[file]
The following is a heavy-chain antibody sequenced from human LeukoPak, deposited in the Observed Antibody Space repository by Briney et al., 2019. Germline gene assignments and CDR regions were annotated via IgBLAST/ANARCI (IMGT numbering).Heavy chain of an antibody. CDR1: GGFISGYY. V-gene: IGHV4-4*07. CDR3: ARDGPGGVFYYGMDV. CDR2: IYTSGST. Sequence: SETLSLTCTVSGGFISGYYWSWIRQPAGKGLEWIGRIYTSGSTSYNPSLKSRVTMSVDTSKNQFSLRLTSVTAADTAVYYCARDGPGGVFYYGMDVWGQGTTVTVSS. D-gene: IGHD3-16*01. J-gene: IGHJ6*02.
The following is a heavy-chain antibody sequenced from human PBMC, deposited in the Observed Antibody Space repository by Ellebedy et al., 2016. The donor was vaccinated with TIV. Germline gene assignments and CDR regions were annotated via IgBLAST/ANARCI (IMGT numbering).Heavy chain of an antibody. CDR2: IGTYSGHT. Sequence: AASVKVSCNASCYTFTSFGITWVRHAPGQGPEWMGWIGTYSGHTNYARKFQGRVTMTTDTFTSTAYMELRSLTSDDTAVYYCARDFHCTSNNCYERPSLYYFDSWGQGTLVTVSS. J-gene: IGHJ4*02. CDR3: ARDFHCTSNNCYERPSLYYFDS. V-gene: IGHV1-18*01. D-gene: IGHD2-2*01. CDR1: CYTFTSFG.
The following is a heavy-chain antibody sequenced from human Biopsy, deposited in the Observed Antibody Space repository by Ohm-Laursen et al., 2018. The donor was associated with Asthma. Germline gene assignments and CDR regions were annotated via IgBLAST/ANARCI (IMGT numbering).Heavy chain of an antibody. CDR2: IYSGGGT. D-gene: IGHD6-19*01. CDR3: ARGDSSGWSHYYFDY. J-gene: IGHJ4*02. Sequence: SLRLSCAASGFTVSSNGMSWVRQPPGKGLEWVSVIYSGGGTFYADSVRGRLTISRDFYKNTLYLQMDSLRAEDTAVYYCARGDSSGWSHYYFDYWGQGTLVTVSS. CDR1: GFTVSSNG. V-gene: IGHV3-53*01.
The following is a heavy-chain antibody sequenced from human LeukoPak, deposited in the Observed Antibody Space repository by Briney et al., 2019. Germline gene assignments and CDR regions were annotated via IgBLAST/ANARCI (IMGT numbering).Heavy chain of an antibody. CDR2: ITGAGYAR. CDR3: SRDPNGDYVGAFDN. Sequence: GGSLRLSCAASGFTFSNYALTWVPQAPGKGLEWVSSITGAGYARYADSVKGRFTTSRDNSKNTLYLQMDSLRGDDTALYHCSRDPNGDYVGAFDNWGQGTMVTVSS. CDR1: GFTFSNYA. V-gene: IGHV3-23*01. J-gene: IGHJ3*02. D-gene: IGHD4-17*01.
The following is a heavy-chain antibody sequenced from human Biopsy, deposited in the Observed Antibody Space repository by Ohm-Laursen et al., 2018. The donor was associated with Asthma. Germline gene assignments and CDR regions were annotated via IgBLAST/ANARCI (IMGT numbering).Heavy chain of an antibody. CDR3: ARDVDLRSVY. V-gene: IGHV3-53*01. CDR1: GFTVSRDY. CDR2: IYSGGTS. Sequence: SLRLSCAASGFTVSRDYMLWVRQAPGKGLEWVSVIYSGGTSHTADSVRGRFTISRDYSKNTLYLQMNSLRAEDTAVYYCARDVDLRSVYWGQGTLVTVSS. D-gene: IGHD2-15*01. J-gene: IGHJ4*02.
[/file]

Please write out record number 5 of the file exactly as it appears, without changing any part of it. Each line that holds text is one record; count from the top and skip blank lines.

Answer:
The following is a heavy-chain antibody sequenced from human Biopsy, deposited in the Observed Antibody Space repository by Ohm-Laursen et al., 2018. The donor was associated with Asthma. Germline gene assignments and CDR regions were annotated via IgBLAST/ANARCI (IMGT numbering).Heavy chain of an antibody. CDR3: ARDVDLRSVY. V-gene: IGHV3-53*01. CDR1: GFTVSRDY. CDR2: IYSGGTS. Sequence: SLRLSCAASGFTVSRDYMLWVRQAPGKGLEWVSVIYSGGTSHTADSVRGRFTISRDYSKNTLYLQMNSLRAEDTAVYYCARDVDLRSVYWGQGTLVTVSS. D-gene: IGHD2-15*01. J-gene: IGHJ4*02.